“What am I anymore if I’m not this?”
On an episode of Ellen this week, Ronda Rousey recounted her thought process after her unanticipated loss to Holly Holm. The former UFC Women’s Bantamweight Champion revealed that she was contemplating suicide after the match. Rousey had won all 12 of her previous bouts, and her defeat came as a surprise—to both her and the world.
Rousey said she sat in the corner of the medical room post-match, thinking, “I’m nothing. What do I do anymore?”
Rousey isn’t the only one who’s struggled to grapple with failure. She’s simply a public face to a prevalent problem: hinging our identity on our ability.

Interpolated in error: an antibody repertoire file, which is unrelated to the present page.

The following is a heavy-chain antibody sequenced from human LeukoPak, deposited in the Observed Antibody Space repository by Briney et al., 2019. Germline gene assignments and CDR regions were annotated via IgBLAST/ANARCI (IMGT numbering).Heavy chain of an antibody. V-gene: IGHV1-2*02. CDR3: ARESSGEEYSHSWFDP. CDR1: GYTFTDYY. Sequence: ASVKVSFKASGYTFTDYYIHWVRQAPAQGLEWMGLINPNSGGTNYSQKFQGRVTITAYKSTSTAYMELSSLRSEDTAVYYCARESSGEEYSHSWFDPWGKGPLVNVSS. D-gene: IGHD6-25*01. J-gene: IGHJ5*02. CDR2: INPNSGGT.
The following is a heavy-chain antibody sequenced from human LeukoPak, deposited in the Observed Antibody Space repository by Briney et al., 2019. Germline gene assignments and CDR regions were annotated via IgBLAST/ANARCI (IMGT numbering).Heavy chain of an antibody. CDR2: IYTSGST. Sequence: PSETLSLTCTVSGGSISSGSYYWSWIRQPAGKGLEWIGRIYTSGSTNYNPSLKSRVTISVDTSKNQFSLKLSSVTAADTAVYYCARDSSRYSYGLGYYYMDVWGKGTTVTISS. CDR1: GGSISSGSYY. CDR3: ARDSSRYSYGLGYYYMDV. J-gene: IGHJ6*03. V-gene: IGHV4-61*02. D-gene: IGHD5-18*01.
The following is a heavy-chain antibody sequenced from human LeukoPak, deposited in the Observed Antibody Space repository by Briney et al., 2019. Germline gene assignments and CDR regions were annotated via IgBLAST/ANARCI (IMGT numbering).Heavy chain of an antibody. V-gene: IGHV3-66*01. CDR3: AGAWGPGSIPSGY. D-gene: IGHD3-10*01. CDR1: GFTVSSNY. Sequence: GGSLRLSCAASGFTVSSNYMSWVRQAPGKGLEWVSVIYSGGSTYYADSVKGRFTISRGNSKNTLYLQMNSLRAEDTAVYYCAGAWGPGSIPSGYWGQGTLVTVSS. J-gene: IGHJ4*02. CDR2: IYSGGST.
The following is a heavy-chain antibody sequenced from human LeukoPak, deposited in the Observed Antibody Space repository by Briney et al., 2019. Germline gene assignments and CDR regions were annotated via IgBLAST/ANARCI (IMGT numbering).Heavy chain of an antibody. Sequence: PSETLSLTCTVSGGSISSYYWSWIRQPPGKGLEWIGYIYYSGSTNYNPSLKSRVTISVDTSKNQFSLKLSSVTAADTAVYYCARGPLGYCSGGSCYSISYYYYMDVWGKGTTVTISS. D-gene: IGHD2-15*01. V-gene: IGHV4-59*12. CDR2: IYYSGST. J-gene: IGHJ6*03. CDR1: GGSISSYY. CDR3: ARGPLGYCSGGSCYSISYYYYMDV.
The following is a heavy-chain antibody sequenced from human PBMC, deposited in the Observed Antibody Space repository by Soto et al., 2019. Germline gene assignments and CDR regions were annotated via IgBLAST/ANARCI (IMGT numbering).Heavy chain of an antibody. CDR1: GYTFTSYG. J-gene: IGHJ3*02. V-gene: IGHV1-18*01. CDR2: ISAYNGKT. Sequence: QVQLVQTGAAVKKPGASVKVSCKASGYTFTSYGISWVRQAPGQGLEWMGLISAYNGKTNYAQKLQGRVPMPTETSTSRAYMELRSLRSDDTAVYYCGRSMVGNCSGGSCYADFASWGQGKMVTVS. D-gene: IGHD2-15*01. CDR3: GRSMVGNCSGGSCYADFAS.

Basing worth on achievement is a common practice among us all, and perhaps even more so among New Yorkers. Simply surviving in this city requires one to maintain a certain level of “success.”
But it’s an integral part of life: we fail. We lose bouts and jobs, the rent gets too high, relationships crumble. Then what? How do we make sure our loss doesn’t result in the loss of ourselves?
Just like a house is only as secure as its foundation, our worth can only be built on something unshakable.